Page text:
War of the Rebellion: Serial 050 Page 0216 KY.,SW.VA.,TEEN.,MISS., N.ALA., AND N.GA. Chapter XLII.

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dressing troops. Bragg, he says, has one hundred and thirty pontoons already finished in Chickamauga Valley, and is building more to cross the Tennessee.

[C. A. DANA.]

Honorable E. M. STANTON,

[Secretary of War.]

CHATTANOOGA, October 12-9 p.m.

Would it not be possible for General Halleck to come here? What is needed to extricate this army is the highest administrative talent, and that without delay. Weather cloudy; rain threatened.

[C. A. DANA.]

Honorable E. M. STANTON,

[Secretary of War.]

CHATTANOOGA, October 13-10.30 a.m.

No demonstrations from the enemy. Granger, who rode the picket lines yesterday afternoon, is convinced that Bragg's main body is still here. We have, however, pretty good reason for believing that Ector's, McNair's, and Ormes' [?] brigades have gone to Mobile. We had heavy rain all night; still raining.

[C. A. DANA.]

Honorable E. M. STANTON,

[Secretary of War.]

CHATTANOOGA, October 14-12 m.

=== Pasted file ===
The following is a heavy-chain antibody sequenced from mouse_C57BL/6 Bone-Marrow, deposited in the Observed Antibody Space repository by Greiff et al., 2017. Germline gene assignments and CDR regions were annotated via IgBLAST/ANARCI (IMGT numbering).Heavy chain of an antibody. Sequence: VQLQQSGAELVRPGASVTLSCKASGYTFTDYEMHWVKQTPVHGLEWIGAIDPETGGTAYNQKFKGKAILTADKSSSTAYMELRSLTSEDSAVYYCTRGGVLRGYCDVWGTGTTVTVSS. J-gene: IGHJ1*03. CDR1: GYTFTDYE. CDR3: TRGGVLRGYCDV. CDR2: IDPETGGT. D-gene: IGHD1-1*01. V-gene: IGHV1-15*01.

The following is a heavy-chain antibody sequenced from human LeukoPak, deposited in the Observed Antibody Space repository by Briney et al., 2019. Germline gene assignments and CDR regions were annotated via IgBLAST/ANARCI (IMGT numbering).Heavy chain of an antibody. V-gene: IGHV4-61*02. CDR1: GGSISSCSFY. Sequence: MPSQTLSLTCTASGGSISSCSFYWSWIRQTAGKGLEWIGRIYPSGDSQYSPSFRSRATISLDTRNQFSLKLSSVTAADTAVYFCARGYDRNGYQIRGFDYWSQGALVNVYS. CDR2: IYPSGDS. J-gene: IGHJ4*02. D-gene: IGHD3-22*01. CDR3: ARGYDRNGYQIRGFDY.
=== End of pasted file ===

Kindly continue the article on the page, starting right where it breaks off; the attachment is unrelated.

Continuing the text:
After thirty-six hours heavy rain there is now a prospect of clearing up. The river has risen 8 or 10 inches, and General Smith has ordered the trestle bridge to be taken up, leaving only the new pontoon bridge to connect us with the north side. The roads have been greatly injured by the storm, one of them, the Anderson road, used by the loaded wagons, having been rendered impracticable on the eastern side of the mountain.

In the Sequatchie and Tennessee bottoms all the roads must be nearly spoiled, but no reports from them have yet arrived. Some forage got in here yesterday, and we hear from Bridgeport that a train load of forage has got there from Nashville, but it is clearly impossible to haul, from Bridgeport here, both food for men and forage for animals. All the forage in the country near hear is exhausted and the chief quartermaster reports that there is none left in the Sequatchie Valley, the only region within convenient reach where it could be procured. A wagon train loaded with rations got here yesterday, and last night we had here 300,000 full rations. The troops now receive but three-quarter rations.

The necessity of opening the river being thus imperative, General Rosecrans has ordered Hooker to concentrate his troops preparatory to seizing the passes of Raccoon Mountain and occupying Shellmound, and, if possible, Lookout Valley. If this can be done we shall greatly shorten our lines of wagon transportation; if we could regain Lookout Mountain we could use water all the way. Deserters from the enemy report Jeff. Davis as still in Bragg's camp. Pemberton is there also, and some say Lee. Davis made a speech on